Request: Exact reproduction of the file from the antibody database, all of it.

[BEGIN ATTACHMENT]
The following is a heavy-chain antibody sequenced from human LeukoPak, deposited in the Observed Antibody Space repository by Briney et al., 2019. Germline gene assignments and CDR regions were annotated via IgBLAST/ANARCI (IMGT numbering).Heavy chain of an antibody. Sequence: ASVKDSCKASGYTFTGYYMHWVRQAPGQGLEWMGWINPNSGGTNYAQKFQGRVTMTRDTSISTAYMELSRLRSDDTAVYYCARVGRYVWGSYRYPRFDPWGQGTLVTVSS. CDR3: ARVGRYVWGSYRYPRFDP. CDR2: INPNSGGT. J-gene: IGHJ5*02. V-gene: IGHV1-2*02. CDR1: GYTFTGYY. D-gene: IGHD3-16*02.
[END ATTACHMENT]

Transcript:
The following is a heavy-chain antibody sequenced from human LeukoPak, deposited in the Observed Antibody Space repository by Briney et al., 2019. Germline gene assignments and CDR regions were annotated via IgBLAST/ANARCI (IMGT numbering).Heavy chain of an antibody. Sequence: ASVKDSCKASGYTFTGYYMHWVRQAPGQGLEWMGWINPNSGGTNYAQKFQGRVTMTRDTSISTAYMELSRLRSDDTAVYYCARVGRYVWGSYRYPRFDPWGQGTLVTVSS. CDR3: ARVGRYVWGSYRYPRFDP. CDR2: INPNSGGT. J-gene: IGHJ5*02. V-gene: IGHV1-2*02. CDR1: GYTFTGYY. D-gene: IGHD3-16*02.